You may also be able to move multiple debts onto a balance transfer card to have a single monthly payment.

Find a card with a very low interest rate to use this strategy well, says Sierra Izzard, director of operations at Pacific Debt, a San Diego debt settlement company.

"You are taking a balance that is higher interest -- maybe 10%, 15%, 20% interest -- and you're consolidating to a card that has a promotional interest rate as low as 0%," Izzard says.

But a caveat is that a balance transfer can pay dividends only if you remain disciplined and committed to paying off the balance as quickly as possible, Izzard says.

"If you can consolidate everything onto one card and you're able to make double, triple, quadruple your minimum payment to pay that card down during the promotional interest rate, it makes a lot of sense," he says.


A balance transfer card isn't the right choice for everyone.

The new card could tempt you to spend money you don't have, for example, if you lack a payoff plan. That means you may not pay off the debt you moved to the card and only add to your debt.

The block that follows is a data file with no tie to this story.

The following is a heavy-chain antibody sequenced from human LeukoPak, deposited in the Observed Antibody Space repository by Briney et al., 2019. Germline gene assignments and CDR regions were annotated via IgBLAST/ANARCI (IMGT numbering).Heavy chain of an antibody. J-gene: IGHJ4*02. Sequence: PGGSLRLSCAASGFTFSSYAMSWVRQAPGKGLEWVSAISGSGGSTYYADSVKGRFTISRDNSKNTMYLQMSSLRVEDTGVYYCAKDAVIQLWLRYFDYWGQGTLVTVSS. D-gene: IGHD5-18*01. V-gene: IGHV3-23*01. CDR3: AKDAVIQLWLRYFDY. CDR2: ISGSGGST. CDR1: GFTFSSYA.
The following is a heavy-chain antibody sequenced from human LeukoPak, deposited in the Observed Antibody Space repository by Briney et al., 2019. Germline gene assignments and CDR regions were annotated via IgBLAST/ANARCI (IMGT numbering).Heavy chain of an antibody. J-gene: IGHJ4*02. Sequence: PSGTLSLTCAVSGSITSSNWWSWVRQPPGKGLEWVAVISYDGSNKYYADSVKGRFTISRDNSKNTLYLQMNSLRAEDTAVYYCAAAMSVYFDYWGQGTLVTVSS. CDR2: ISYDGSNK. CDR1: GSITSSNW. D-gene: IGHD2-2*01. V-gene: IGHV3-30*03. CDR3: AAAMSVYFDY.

Make sure you know how long the card's introductory rate lasts so you can plan how to clear the balance. Introductory offers can last from six to 21 months, according to the credit bureau Experian.

You can also expect to pay a balance transfer fee of 3% to 5% of the transfer amount, with a minimum charge of $5 to $10, according to the U.S. News credit card fee study. This amount is about the same or slightly higher than the fee you would pay for a cash advance.

"That can be a pretty significant number, depending on how much money you owe," Izzard says.

This move might not work for someone who is "just barely holding on" and making minimum payments, Izzard says. "It could be more of a risky strategy for somebody like that."

A balance transfer is also not the best choice for you if you tend to miss or be late on payments. "Typically, you're going to lose your promotional rate, and it's going to go to a default rate," Izzard says.

That default rate, or penalty rate, is often at or near 29.99%, according to Experian, and will not be removed until you make six consecutive on-time payments.

You will also need to have good credit to qualify for most balance transfer cards, which may be a concern if you have a lot of debt and have fallen behind on payments.

Alternatives to Credit Cards

Other options could make more sense for paying down your debt than a cash advance or balance transfer. Here are a few: